SHERBURN - There was some concern earlier this week when the U.S. Environmental Protection Agency released a list of power plants that would need to shut down given new EPA restrictions. The only power plant in Minnesota to make the list was the Fox Lake plant near Sherburn.
The plant is operated by Interstate Power and Light, owned by Alliant Energy.
New regulations take aim at plants that burn coal or have the ability to burn coal. Local workers at Interstate Power and Light say the plant has not burned coal in more than a decade. But the fact the plant still has the ability to do so is why it made the list, according to Ryan Stensland, spokesman for Alliant Energy.
DAYS?NUMBERED?— The Fox Lake power plant near Sherburn has been producing power since the 1950s, but it likely will shut down before the decade is up.
"What the EPA looks at are the units, specifically the boilers associated with the units," he said. "They are identified as being tied to units that could potentially burn coal. If they still have that capability, they need to be upgraded to bring it into compliance ... Even if it were to burn coal for only 10 minutes only one day out of the year, the EPA still wants to have that upgraded to be environmentally compliant."
There are four production units at the Fox Lake plant, but only two are in operation. Those units produce about 100 megawatts, enough to power about 100,000 homes.
While the plant formerly burned coal, today it only uses natural gas.
"It has been approximately 15 years since the Fox Lake Generating Station utilized coal as a fuel source," Stensland said.
But he also said the Fox Lake plant likely will be retired within the next 10 years.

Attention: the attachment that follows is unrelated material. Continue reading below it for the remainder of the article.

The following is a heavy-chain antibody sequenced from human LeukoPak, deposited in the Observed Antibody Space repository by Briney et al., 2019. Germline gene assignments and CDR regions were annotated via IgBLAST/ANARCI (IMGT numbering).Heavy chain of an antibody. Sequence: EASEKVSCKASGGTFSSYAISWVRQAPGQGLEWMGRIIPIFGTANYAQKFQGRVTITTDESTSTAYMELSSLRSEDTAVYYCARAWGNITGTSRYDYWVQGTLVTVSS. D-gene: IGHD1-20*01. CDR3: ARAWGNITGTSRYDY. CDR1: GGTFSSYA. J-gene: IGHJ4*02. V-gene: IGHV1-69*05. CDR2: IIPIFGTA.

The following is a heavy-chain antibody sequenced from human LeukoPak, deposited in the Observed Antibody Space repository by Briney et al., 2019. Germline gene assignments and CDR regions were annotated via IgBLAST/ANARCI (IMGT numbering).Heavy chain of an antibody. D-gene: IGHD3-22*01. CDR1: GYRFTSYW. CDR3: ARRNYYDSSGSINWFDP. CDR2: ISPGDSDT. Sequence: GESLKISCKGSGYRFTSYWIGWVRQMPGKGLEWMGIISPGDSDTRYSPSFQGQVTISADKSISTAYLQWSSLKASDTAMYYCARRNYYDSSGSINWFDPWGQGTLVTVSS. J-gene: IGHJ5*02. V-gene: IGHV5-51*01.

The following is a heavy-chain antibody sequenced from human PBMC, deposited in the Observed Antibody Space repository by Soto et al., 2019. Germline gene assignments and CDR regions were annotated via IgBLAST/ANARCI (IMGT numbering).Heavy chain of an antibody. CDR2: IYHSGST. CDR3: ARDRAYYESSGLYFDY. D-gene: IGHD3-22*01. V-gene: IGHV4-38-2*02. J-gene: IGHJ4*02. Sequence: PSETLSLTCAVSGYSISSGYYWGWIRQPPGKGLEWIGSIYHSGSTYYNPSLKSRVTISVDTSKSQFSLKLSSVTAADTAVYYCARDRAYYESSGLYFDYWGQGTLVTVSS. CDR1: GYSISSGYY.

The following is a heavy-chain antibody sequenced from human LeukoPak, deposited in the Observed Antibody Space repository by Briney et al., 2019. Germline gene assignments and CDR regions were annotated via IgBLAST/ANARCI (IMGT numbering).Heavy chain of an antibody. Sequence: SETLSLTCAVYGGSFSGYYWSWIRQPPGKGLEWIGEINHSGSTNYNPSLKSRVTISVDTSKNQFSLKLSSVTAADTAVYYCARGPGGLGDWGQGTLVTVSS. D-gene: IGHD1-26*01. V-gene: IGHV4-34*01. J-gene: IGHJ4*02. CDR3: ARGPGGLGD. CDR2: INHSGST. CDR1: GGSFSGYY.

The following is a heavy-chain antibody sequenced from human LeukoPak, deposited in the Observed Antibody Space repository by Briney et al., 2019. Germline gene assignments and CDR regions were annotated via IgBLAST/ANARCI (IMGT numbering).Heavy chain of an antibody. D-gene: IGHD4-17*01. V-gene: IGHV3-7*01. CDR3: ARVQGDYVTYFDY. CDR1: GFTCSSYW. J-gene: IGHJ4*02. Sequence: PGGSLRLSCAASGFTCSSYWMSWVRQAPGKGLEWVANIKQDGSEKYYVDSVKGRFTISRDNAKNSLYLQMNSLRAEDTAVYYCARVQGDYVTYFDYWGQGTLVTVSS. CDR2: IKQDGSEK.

"It's still a moving target as to when," he said. "It could be anytime from mid-decade to the end of the decade. A lot of it depends on the EPA regulations, or we could find a technology that is cost-effective ... It's kind of like having a car that's got a 150,000 miles on it, and you learn from the mechanic that the transmission's going and you need to replace the head gasket, and it's going to cost $5,000 to $6,000, when your car is only worth about $6,000. You begin to think, 'Do I really want to make that kind of investment, or do I need to look in another direction.' And right now, we're leaning toward another direction in the future."
Current options for upgrading the plant are not cost-effective for consumers, according to Stensland.
"We're buying time," he said. "The switch over to natural gas helped greatly in reducing emissions, but in the long term, it's most viable to retire the plant ... Environmental regulations will play a role in the decision to retire the facility at some point in the future, but the economics of continuing to invest in the generating station at this time are not cost-effective for our customers."
The plant has been in operation with its first unit since 1950, with the additional three units being added in 1951, 1960 and 1974.